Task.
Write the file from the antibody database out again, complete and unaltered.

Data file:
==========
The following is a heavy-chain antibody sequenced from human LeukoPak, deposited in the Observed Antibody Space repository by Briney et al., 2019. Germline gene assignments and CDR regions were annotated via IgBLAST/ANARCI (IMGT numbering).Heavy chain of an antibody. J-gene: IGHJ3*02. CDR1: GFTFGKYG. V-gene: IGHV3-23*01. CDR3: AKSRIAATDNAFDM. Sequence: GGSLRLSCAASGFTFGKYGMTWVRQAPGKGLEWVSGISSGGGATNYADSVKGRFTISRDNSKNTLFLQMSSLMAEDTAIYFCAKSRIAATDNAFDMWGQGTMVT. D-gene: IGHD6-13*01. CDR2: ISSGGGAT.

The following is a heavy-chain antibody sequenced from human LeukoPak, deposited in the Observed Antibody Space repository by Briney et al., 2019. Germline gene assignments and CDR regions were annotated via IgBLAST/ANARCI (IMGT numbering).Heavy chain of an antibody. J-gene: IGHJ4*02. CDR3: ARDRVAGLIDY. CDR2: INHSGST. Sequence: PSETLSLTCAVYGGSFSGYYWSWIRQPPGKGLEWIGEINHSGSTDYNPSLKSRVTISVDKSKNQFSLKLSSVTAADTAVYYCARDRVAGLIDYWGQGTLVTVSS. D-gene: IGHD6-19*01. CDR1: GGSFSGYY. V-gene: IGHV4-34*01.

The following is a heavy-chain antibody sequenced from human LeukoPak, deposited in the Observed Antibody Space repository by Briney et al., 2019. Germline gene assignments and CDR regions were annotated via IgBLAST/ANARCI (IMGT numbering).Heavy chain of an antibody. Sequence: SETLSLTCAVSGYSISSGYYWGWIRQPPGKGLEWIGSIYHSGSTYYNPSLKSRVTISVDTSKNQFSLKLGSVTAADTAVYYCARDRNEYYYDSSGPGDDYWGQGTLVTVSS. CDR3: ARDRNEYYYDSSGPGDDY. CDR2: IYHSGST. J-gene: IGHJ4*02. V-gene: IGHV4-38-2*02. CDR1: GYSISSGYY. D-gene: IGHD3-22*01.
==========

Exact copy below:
The following is a heavy-chain antibody sequenced from human LeukoPak, deposited in the Observed Antibody Space repository by Briney et al., 2019. Germline gene assignments and CDR regions were annotated via IgBLAST/ANARCI (IMGT numbering).Heavy chain of an antibody. J-gene: IGHJ3*02. CDR1: GFTFGKYG. V-gene: IGHV3-23*01. CDR3: AKSRIAATDNAFDM. Sequence: GGSLRLSCAASGFTFGKYGMTWVRQAPGKGLEWVSGISSGGGATNYADSVKGRFTISRDNSKNTLFLQMSSLMAEDTAIYFCAKSRIAATDNAFDMWGQGTMVT. D-gene: IGHD6-13*01. CDR2: ISSGGGAT.

The following is a heavy-chain antibody sequenced from human LeukoPak, deposited in the Observed Antibody Space repository by Briney et al., 2019. Germline gene assignments and CDR regions were annotated via IgBLAST/ANARCI (IMGT numbering).Heavy chain of an antibody. J-gene: IGHJ4*02. CDR3: ARDRVAGLIDY. CDR2: INHSGST. Sequence: PSETLSLTCAVYGGSFSGYYWSWIRQPPGKGLEWIGEINHSGSTDYNPSLKSRVTISVDKSKNQFSLKLSSVTAADTAVYYCARDRVAGLIDYWGQGTLVTVSS. D-gene: IGHD6-19*01. CDR1: GGSFSGYY. V-gene: IGHV4-34*01.

The following is a heavy-chain antibody sequenced from human LeukoPak, deposited in the Observed Antibody Space repository by Briney et al., 2019. Germline gene assignments and CDR regions were annotated via IgBLAST/ANARCI (IMGT numbering).Heavy chain of an antibody. Sequence: SETLSLTCAVSGYSISSGYYWGWIRQPPGKGLEWIGSIYHSGSTYYNPSLKSRVTISVDTSKNQFSLKLGSVTAADTAVYYCARDRNEYYYDSSGPGDDYWGQGTLVTVSS. CDR3: ARDRNEYYYDSSGPGDDY. CDR2: IYHSGST. J-gene: IGHJ4*02. V-gene: IGHV4-38-2*02. CDR1: GYSISSGYY. D-gene: IGHD3-22*01.